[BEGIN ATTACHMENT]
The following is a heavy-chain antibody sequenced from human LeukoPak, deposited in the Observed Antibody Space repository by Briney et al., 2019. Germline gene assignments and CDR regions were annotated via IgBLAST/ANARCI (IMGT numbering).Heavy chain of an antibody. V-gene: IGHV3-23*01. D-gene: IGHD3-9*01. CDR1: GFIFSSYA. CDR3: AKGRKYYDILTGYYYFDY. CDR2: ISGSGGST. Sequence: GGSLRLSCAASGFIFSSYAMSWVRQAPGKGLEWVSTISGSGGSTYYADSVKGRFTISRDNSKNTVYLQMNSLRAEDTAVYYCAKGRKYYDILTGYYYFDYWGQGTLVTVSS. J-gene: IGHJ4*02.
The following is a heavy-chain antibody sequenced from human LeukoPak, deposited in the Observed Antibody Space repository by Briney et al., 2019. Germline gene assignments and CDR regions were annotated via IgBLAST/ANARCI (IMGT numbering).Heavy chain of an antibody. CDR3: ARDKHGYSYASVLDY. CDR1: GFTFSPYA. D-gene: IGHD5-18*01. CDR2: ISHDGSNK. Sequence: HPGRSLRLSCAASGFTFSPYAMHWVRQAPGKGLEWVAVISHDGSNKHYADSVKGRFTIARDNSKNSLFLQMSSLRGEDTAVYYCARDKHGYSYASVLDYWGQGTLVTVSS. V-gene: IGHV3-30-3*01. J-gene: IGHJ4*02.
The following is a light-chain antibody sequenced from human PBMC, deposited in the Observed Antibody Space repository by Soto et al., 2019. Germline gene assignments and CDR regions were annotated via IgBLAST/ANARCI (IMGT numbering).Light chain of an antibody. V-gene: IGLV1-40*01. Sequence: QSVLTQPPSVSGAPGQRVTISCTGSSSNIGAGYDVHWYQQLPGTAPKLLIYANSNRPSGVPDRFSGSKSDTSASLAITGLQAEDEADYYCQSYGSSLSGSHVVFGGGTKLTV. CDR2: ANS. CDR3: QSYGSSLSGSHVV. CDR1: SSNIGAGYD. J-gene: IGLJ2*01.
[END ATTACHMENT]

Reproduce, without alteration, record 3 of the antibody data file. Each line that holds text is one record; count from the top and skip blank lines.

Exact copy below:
The following is a light-chain antibody sequenced from human PBMC, deposited in the Observed Antibody Space repository by Soto et al., 2019. Germline gene assignments and CDR regions were annotated via IgBLAST/ANARCI (IMGT numbering).Light chain of an antibody. V-gene: IGLV1-40*01. Sequence: QSVLTQPPSVSGAPGQRVTISCTGSSSNIGAGYDVHWYQQLPGTAPKLLIYANSNRPSGVPDRFSGSKSDTSASLAITGLQAEDEADYYCQSYGSSLSGSHVVFGGGTKLTV. CDR2: ANS. CDR3: QSYGSSLSGSHVV. CDR1: SSNIGAGYD. J-gene: IGLJ2*01.